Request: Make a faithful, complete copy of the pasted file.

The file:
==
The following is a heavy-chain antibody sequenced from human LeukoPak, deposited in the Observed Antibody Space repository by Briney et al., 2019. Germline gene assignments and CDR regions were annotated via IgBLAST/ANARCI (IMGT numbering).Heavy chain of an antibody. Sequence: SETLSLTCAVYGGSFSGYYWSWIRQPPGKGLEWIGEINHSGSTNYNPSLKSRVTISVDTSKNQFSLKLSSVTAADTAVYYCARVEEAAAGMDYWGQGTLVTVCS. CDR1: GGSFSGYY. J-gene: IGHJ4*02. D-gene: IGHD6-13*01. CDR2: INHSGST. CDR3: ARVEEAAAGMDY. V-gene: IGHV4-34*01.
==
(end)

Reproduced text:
The following is a heavy-chain antibody sequenced from human LeukoPak, deposited in the Observed Antibody Space repository by Briney et al., 2019. Germline gene assignments and CDR regions were annotated via IgBLAST/ANARCI (IMGT numbering).Heavy chain of an antibody. Sequence: SETLSLTCAVYGGSFSGYYWSWIRQPPGKGLEWIGEINHSGSTNYNPSLKSRVTISVDTSKNQFSLKLSSVTAADTAVYYCARVEEAAAGMDYWGQGTLVTVCS. CDR1: GGSFSGYY. J-gene: IGHJ4*02. D-gene: IGHD6-13*01. CDR2: INHSGST. CDR3: ARVEEAAAGMDY. V-gene: IGHV4-34*01.